It seems that the more appearances a movie monster makes, the more we start cheering for it. Not only do we appreciate the longevity of the beast, and its ability to outlast all comers, but when the human competition grows weaker and weaker, why would we cheer for such losers? This is the case with the dinosaurs in the “Jurassic Park” franchise, which started in 1993, and is now on its fifth film. We may love Chris Pratt’s hunky hero from the 2015 reboot, but the scaly ones are where our true sentiments lie. The kingdom in the title “Jurassic World: Fallen Kingdom” refers to the doomed island the creatures inhabit, but it really is implying mankind. By now, our rooting interests are clearly against the humans who continue to get in the way.
The “Jurassic Park” franchise got a fresh start three years ago, though much of “Jurassic World” already felt way too familiar. Its story may have taken place at an even larger theme park and dialed up the parody with spoofs of petting zoos and Sea World-type water shows, but most of it felt paint-by-the-numbers. Of course, the dinosaurs couldn’t be contained, and humans became their dinner. Once again, good scientists battled corrupt business types working to exploit the beasts. And it was shocking to no one that the dinosaurs reigned triumphant at the end once again since that was the climax of every one of the other films.
This sequel, unfortunately, may be one too many times to the trough. So much of it feels less like a continuation of the story and more like mere retreading over the same literal and figurative terrain. The story finds a reason for humans to once again return to the dangerous island, albeit this time to rescue the beasts from doom by a volcano that’s about to explode. Yet again, good science-minded heroes will battle venal one-percenters who want to exploit the beasts. And once more, the venerable Jeff Goldblum shows up as Dr. Ian Malcolm to reiterate his warning about playing God. (It’s a glorified cameo, but a fun one.) This time, Malcolm appears in front of a Senate panel imploring them to let nature take its course and render the beasts obsolete once again.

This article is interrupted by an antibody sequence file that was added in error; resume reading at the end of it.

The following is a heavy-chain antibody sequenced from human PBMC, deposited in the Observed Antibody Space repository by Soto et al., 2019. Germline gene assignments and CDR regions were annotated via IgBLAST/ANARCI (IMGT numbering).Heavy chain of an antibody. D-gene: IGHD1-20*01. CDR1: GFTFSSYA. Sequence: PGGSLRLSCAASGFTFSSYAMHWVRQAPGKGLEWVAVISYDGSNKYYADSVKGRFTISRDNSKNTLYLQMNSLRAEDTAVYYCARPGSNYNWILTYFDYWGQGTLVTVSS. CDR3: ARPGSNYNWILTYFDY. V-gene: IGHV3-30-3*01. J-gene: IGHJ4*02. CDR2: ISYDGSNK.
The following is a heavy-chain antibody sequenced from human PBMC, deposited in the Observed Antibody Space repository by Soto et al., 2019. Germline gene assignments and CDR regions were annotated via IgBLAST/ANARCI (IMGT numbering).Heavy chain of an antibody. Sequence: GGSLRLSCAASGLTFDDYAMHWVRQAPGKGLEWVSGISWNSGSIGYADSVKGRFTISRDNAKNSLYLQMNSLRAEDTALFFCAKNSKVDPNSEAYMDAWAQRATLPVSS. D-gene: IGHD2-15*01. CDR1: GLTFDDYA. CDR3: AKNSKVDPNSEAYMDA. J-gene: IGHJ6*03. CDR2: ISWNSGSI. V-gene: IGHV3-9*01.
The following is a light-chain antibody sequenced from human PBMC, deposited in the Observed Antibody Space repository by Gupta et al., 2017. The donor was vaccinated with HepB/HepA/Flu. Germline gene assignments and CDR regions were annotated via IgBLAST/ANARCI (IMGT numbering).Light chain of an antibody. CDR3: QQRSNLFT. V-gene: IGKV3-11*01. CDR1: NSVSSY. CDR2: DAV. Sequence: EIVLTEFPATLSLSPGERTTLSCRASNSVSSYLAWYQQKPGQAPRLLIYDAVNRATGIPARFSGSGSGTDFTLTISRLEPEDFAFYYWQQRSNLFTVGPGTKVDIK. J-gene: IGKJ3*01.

Good advice, but we wouldn’t have a franchise if it was taken. Thus, humans, both good and bad, rush to the island to rescue the dinosaurs from the impending lava, fire, and smoke. Just as soon, all the same tropes from the other films start to be ticked off one by one. Only this time, there is the fresh angle of animal abuse weaved into the narrative indicating all the more how the filmmakers are wholly on the side of the beasts.
Still, it is a credit to screenwriters Derek Connolly and Colin Trevorrow, along with acclaimed director J.A. Bayona, that the movie does find ways to inject some fresh fun into the overly familiar. They start by correcting many of the previous movie’s biggest problems. Bryce Dallas Howard’s Claire Dearing is no longer an irritating corporate villain but an animal rights activist hoping to move the creatures to a natural habitat. Gone too is her strained and bitchy banter with ex Owen. Now, they’re on the same side, hired by mogul Lockwood (James Cromwell) to take care of the DNA recreations that he helped spearhead with John Hammond (Richard Attenborough in the first film.) Connolly and Trevorrow have even managed to get Claire out of those white heels that made her such a ridiculous figure her first time out and given her sensible boots instead.